Tax increases with the sale of a business
Many significant provisions of the Bush tax cuts are scheduled to expire at the end of 2012, which will result in significant changes to the tax laws. If Congress should fail to extend the cuts, income taxes, dividend taxes and capital gains taxes will all rise. The Long Term Capital Gains tax is the primary area that will affect most business owners thinking of selling their businesses. These affect the sale of stock.
There will no longer be a 15% tax bracket. It will rise to 20% as a result of the healthcare reform legislation. And it will rise an additional 3.8% via a Medicare tax beginning in 2013. This tax also will be added to dividend income taxes and even ordinary income taxes. In short, selling next year versus this year means the price received will need to be about 16% higher next year to net the seller the same amount as they would receive selling this year. How many owners will be able to increase the value of their business by that amount?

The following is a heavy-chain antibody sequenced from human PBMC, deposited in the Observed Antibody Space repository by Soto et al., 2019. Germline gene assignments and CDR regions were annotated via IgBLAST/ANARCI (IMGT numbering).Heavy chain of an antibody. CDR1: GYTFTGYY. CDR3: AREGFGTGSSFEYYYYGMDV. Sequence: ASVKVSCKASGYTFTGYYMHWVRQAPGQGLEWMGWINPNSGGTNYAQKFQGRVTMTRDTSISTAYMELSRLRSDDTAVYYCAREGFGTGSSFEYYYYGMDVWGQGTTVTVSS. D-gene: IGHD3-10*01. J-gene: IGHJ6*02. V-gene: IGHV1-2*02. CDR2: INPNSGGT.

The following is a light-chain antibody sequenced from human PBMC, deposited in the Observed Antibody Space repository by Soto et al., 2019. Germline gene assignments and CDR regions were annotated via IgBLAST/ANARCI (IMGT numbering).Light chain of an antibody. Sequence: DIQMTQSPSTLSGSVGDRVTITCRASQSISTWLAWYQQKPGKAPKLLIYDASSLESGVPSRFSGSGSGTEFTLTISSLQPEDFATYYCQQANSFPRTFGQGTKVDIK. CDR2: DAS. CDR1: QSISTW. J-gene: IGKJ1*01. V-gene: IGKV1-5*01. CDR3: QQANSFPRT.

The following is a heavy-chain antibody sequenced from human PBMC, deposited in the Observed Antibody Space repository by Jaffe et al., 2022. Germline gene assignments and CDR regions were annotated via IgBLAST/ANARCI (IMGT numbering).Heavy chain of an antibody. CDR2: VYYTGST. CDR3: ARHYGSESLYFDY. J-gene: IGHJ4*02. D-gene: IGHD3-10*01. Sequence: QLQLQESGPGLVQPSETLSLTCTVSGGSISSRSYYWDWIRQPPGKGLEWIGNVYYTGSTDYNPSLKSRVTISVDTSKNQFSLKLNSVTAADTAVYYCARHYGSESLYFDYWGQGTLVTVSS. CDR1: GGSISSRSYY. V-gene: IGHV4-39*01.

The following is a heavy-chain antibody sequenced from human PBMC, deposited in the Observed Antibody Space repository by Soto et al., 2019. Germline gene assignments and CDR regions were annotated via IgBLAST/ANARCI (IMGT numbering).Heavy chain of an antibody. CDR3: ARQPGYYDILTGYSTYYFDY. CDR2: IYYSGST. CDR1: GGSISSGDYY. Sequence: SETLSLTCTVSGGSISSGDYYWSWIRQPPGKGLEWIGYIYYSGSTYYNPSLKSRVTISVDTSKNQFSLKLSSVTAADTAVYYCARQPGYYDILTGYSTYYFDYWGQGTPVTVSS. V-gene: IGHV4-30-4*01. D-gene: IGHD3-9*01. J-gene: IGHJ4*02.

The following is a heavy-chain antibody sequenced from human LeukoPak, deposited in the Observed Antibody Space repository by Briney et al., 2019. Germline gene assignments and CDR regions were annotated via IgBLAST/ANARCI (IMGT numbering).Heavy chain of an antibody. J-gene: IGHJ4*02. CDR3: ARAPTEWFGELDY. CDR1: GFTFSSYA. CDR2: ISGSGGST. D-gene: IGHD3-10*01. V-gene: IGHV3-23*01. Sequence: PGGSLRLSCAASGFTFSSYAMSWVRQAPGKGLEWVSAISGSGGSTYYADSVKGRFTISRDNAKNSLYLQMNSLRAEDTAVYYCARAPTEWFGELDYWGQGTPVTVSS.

Some examples of possible scenarios:
Assumption: You net $1 million in the sale of your business and make less than $250,000 (AGI).
Option 1: If you sell the business before the end of 2012, the federal income taxes owed from the sale will be $150,000, you net $850,000.
Option 2: You hold out, but still sell for $1 million in 2013. Taxes will be 20% plus 3.8% or $238,000; $88,000 more in federal taxes ($238,000 vs. $150,000).
Option 3: You wait and capital gain taxes go up even more! Based on the government’s need for revenue this is a real possibility.